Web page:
Tue, 23 February 2021
We often wonder if people will accept our ideas or criticize them. This fear can halt us from utilizing our creative expression, which ultimately affects how we innovate. When our creativity is encouraged, it can have a positive impact.
When coming up with new ideas, early encouragement gives you the motivation to repeat them. In my seventh-grade art class, my teacher was showing us how to cut linoleum blocks. Being a boy scout, this was a natural thing for me, and I enjoyed experimenting with it. With the knife and the block, I constructed a dragon’s head that I used for stamping. The teacher liked the dragon head I created and showcased my work to the entire class.
Unknown to me, she submitted one of my prints to a local art contest, and I placed towards the top of the competition. I still have that linoleum block on my bookshelf, and it continually reminds me of that first level of encouragement I received. What she did can be applied to putting innovative ideas out there.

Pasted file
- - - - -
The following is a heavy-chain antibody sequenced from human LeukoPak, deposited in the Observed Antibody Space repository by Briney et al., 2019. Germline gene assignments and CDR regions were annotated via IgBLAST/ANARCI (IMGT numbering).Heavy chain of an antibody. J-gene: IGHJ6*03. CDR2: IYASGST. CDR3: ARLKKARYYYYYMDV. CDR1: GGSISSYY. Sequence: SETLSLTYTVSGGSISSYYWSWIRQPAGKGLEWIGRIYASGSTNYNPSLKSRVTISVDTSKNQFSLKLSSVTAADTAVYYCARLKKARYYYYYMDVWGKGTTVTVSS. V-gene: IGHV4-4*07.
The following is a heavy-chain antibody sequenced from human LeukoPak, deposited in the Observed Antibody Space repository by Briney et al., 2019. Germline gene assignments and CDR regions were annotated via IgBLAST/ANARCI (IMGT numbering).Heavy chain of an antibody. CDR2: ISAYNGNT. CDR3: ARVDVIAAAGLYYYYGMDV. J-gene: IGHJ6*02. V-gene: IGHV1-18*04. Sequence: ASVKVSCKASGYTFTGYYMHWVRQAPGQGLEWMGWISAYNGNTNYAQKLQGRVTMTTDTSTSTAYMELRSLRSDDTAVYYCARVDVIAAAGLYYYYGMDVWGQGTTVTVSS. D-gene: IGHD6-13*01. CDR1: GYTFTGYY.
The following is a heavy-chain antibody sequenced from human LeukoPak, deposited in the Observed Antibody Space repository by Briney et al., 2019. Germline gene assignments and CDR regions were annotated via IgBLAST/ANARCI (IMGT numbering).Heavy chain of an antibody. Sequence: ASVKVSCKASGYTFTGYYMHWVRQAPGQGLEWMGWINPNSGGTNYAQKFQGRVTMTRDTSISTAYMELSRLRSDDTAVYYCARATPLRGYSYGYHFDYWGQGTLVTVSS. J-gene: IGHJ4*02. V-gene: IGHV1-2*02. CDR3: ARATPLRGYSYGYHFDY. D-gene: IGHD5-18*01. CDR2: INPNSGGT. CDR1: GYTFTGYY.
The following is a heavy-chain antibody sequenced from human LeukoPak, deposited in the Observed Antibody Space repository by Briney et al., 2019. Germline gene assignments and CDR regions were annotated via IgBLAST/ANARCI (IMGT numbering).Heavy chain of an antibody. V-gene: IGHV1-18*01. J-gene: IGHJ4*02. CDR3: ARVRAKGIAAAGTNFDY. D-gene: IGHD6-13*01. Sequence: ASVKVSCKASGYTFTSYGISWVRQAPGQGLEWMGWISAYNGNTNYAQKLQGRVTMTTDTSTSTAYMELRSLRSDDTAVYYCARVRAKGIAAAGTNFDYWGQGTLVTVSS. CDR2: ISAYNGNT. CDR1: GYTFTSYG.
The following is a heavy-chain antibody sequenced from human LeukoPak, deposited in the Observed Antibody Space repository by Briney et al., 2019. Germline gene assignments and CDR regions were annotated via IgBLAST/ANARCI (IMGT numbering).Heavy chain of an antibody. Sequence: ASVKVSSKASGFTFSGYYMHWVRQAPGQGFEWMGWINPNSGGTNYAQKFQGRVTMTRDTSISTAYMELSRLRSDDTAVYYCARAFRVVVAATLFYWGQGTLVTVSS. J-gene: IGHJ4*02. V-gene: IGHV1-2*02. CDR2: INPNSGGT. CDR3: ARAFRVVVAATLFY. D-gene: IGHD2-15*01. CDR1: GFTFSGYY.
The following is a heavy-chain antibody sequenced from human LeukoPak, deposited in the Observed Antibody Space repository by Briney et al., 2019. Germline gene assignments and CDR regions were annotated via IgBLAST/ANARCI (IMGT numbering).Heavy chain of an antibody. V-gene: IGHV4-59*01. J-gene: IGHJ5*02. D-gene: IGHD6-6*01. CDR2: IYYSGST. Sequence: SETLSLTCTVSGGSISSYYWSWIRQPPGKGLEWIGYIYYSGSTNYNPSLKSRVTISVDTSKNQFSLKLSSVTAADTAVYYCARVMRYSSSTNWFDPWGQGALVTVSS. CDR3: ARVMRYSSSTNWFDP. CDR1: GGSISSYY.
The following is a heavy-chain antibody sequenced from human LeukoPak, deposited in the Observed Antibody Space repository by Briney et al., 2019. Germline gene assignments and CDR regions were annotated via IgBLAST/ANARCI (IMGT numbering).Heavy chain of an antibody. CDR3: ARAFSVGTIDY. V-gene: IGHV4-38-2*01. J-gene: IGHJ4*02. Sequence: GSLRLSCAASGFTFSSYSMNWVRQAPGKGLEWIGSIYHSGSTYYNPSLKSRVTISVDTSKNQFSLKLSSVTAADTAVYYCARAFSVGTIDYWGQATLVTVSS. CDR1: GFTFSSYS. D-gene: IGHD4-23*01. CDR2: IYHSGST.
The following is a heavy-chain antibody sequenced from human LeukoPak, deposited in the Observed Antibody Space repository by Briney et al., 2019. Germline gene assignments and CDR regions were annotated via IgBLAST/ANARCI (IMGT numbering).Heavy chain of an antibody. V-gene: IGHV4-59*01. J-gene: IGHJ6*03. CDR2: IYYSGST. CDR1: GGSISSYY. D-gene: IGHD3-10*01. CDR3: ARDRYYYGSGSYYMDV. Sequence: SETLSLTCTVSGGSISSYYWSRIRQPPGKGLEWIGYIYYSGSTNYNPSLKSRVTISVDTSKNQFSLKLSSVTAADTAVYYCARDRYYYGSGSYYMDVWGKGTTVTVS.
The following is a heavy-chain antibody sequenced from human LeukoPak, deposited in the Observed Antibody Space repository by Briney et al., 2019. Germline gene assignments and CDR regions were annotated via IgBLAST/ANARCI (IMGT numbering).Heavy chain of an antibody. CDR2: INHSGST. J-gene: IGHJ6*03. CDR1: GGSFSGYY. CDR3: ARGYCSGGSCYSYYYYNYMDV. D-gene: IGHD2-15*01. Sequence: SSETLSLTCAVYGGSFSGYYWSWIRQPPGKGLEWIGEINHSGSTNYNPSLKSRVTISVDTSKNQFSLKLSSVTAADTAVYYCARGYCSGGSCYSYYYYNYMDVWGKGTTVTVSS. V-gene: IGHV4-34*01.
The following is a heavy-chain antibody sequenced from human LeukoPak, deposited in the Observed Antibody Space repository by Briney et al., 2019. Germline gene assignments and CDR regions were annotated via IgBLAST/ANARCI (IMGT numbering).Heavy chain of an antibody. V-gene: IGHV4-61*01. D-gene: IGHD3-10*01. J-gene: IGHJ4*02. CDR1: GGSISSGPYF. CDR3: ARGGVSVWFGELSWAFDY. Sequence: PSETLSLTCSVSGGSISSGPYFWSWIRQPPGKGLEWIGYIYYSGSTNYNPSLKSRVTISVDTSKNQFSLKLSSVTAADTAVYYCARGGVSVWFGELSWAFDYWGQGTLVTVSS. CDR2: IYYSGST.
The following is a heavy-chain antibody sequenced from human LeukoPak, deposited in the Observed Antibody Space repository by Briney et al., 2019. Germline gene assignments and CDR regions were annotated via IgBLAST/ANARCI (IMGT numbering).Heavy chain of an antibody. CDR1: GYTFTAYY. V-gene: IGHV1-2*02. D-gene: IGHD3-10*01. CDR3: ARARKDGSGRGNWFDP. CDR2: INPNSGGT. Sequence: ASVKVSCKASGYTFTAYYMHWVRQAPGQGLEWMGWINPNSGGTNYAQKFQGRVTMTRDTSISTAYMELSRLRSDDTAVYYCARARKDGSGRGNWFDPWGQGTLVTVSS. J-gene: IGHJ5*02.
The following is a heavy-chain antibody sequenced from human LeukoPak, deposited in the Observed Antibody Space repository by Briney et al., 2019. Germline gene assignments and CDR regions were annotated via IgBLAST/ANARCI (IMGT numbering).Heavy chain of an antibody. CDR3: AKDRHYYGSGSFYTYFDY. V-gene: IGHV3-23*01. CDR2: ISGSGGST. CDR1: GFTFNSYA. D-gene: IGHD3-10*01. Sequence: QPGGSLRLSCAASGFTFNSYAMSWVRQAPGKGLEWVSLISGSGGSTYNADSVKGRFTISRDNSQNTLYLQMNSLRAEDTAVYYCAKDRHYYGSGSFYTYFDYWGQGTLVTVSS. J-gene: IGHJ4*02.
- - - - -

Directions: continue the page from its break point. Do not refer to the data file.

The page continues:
The Power of Encouragement
The question of today is how to encourage creative expression. Showing people that linoleum block I made was risky, as students could have laughed at it. However, I am glad my teacher showcased it because it encouraged me in a way that I didn’t think it could. I would love to go back to jr. high and thank my teacher for her encouragement, but unfortunately, I cannot. I can, however, pass on what she did for me by paying it forward to others.
When you see someone being highly creative and coming up with ideas, be encouraging to them. It would help if you were an encourager of others as it holds a lot of value. People don’t often realize that words go a long way. However, keep in mind that you should refrain from false platitudes as they decrease the value of your encouragement.
When giving an encouraging word, remember to explain why you are giving this encouragement. Ask questions such as how they came up with the idea. Please provide feedback on how they can do it better but do so in a positive way. Don’t be afraid to spread awareness about other people’s ideas as well.